Tesla Wasn’t the Only Bad Short Bet Last Year

Short sellers lost more than $200 billion in 2020 betting against companies including Apple, Amazon, Zoom, and Netflix.

Brendon Thorne/Bloomberg

Brendon Thorne/Bloomberg

If more evidence were needed to prove the world went virtual during the pandemic year of 2020, the list of the top 25 losing stock shorts offered it.

During 2020, short sellers lost $245 billion, according to S3 Partners, which tracks the business. And although Elon Musk’s electric car company topped the top-25 losers list for short sellers, the ranking also included a laundry list of online companies like Amazon, Zoom, Netflix and Wayfair.

The second-biggest loser for short sellers was Apple, which cost short sellers $6.7 billion for a 61.7 percent loss, followed by Amazon, which cost them $5.8 billion, a 66 percent loss.

Both companies benefited from the social upheaval caused by the pandemic, which left millions of people at home in front of their computers, both working and ordering everything from food to movies online.

“Most of the highly unprofitable 2020 shorted stocks were tech and\or Covid stay-at-home plays,” said Ihor Dusaniwsky, managing director of predictive analytics at S3 Partners, in a new report recapping 2020.

He said the largest shorts were “especially unprofitable with 69 percent of every dollar shorted being a losing proposition.”

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In another example of the phenomenon, it also proved costly to bet against Square, the mobile payments service run by Twitter founder Jack Dorsey. Square cost short sellers $4.7 billion in losses, or a 137.8 percent loss, ranking fourth.

The Chinese e-commerce giant Pinduoduo handed short sellers a $4.8 billion loss, or 183.75 percent.

Other well-known names that surged during the pandemic’s virtual reality included Carvana, the online auto marketer that cost naysayers $3.1 billion, a 110.5 percent loss; Netflix, for a loss of $2.74 billion, or 49.8 percent, and Zoom Video, which cost short sellers $2.6 billion, a 98 percent loss.

Still others that benefited from online activity included Wayfair, the furniture purveyor; Snap (the parent company of Snapchat); and Shopify. Short sellers lost $2.9 billion, $2.5 billion, and $2.2 billion on those three companies respectively.

Rounding out the pandemic theme was Moderna, which developed one of the vaccines approved by the Federal Drug Administration for Covid-19. Betting against the vaccine maker cost short sellers $2.1 billion, for a loss of 128 percent.

But the dollars lost shorting Tesla were by far the greatest of all, coming in at $40.1 billion, a 224.8 percent loss.

S3’s Dusaniwsky added that “short-side mark-to-market losses caused short squeezes in many shorted domestic equities/ADRs.”

The biggest winner for short sellers was something of a flip side to the energy transformation promised by Tesla: Exxon Mobil.

Short sellers made $1.3 billion on the oil giant, as the Covid pandemic stopped the world economy and travel in its tracks, and the price of oil plummeted. Short sellers made a 58.4 percent gain betting against Exxon. Oil companies Chevron and Occcidental were also among the top 25 winners, as were Boeing and United Airlines.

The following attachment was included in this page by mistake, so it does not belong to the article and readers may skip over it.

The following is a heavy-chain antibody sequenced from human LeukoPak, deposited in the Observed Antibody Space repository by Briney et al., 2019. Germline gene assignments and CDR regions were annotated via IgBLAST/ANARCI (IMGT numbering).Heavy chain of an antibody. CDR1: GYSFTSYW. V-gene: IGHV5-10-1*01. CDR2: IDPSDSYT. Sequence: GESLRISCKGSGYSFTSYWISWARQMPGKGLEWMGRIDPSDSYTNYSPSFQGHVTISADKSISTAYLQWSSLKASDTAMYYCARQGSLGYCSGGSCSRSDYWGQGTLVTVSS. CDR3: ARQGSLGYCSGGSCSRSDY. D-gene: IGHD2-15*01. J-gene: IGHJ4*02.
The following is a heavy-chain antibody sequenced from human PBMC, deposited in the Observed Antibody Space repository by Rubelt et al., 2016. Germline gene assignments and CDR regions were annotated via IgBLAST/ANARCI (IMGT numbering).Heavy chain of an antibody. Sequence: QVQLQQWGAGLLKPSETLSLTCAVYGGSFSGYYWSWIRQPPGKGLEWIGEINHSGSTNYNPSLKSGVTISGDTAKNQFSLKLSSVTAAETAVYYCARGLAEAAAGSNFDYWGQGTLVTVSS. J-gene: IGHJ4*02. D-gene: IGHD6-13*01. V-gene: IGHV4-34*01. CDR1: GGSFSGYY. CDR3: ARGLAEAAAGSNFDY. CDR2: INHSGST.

Big alleged frauds also proved profitable for short sellers.

On a percentage basis, the biggest gainer among the top 25 was the alleged fraud of Luckin Coffee, the Chinese Starbucks wannabe which earned short sellers $1.1 billion — and a 296 percent gain.

Luckin’s problems were first brought to investors’ widespread attention by Muddy Waters’ Carson Block, who in January said he had received a report from an anonymous source that accused Luckin of inflating its sales. Block said he found the fraud accusations credible enough to short the stock, and it promptly tanked.

The company recently settled with the Securities and Exchange Commission for $180 million, although it neither admitted nor denied guilt.

Another long-suspected accounting fraud targeted by short sellers that hit the top 25 list was Wirecard, the German financial company that collapsed in June, after which its CEO was arrested.

Wirecard was the sixth-best short, earning short sellers $869 million, or a 218 percent gain. Several short sellers, however, admitted publicly after the company collapsed that they’d been short so long waiting for the company to unravel that they actually lost money on the trade.

Nikola was the other big activist short position that was successful. Short sellers made $484.6 million shorting the electric truck maker, a 112.1 percent gain. Nikola has denied accusations of fraud, but it is under investigation by both the Securities and Exchange Commission and the Department of Justice.

The numbers provided by S3 Partners are marked to market gains or losses, net of financing costs.

Dusaniwsky said that overall short exposure in the U.S. market grew by $108 billion in 2020 to more than $1 trillion. “This rise in short interest masked the fact that short sellers were actively covering their positions into the 2020 rally,” he said.